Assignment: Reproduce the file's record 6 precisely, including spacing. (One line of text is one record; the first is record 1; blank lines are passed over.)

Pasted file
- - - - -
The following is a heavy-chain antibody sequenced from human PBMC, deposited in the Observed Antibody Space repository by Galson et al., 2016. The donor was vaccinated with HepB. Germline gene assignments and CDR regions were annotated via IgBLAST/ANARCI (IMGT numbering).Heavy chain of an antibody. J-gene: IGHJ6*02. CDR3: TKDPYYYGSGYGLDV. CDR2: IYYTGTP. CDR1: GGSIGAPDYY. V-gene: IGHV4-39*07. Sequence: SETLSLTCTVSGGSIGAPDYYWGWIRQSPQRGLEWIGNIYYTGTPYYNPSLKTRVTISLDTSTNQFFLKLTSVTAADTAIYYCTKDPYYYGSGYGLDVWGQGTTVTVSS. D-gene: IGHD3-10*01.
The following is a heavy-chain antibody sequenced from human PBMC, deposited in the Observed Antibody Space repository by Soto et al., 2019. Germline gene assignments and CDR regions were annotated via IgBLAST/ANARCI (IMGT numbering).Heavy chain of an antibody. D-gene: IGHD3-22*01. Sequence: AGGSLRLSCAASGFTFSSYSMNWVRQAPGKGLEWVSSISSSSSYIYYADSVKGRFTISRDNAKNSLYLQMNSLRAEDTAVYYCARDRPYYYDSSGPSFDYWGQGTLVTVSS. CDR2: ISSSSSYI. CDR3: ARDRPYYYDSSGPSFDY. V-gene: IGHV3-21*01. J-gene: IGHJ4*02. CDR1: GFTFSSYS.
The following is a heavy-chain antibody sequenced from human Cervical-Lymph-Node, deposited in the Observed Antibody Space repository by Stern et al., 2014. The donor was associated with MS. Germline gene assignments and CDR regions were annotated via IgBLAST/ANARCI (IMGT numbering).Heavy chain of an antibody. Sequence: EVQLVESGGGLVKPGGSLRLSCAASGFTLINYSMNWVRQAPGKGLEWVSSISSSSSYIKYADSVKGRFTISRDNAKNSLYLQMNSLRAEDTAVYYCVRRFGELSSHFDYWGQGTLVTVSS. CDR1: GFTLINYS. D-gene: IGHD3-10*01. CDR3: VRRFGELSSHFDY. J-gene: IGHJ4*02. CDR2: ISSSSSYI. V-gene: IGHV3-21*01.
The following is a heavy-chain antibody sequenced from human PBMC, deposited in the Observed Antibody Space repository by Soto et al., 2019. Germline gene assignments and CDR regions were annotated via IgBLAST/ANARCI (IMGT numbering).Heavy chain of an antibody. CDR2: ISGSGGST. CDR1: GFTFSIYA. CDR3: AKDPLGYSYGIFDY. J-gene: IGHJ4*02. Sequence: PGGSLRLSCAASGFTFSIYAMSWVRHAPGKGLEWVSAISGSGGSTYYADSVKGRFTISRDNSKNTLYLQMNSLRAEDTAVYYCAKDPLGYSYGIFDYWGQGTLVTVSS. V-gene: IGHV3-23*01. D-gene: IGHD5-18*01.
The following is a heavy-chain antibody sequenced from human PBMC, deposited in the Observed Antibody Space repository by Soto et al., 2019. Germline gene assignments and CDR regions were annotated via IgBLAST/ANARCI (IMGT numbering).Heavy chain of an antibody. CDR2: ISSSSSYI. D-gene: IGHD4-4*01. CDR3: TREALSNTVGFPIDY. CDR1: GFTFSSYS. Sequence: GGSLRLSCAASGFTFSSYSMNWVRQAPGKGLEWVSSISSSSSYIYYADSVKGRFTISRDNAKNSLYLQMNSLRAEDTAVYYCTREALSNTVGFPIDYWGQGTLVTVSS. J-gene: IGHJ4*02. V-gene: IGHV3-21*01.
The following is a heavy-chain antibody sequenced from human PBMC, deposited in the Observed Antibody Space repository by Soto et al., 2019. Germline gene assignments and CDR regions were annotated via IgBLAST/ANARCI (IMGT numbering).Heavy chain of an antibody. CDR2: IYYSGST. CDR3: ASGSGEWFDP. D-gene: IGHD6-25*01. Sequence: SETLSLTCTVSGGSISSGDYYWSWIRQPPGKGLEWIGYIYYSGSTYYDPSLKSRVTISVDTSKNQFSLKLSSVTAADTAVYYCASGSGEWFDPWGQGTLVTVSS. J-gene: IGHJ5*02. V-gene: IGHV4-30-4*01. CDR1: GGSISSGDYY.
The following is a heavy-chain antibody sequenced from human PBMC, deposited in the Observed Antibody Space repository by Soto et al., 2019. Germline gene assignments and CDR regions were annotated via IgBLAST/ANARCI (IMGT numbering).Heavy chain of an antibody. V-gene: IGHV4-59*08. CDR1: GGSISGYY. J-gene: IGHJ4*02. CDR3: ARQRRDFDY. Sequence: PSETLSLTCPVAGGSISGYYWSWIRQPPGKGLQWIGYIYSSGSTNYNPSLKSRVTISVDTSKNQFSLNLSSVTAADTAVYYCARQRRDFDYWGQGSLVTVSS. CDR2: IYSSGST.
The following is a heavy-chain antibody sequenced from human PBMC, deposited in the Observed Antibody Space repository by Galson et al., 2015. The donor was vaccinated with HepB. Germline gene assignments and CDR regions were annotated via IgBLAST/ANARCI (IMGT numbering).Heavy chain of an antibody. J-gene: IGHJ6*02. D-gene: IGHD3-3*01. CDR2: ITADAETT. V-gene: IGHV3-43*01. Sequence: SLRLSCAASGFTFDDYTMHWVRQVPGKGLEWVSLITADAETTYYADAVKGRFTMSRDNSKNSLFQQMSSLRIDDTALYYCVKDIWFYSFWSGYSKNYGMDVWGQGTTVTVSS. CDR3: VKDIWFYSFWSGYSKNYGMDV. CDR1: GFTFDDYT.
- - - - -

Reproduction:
The following is a heavy-chain antibody sequenced from human PBMC, deposited in the Observed Antibody Space repository by Soto et al., 2019. Germline gene assignments and CDR regions were annotated via IgBLAST/ANARCI (IMGT numbering).Heavy chain of an antibody. CDR2: IYYSGST. CDR3: ASGSGEWFDP. D-gene: IGHD6-25*01. Sequence: SETLSLTCTVSGGSISSGDYYWSWIRQPPGKGLEWIGYIYYSGSTYYDPSLKSRVTISVDTSKNQFSLKLSSVTAADTAVYYCASGSGEWFDPWGQGTLVTVSS. J-gene: IGHJ5*02. V-gene: IGHV4-30-4*01. CDR1: GGSISSGDYY.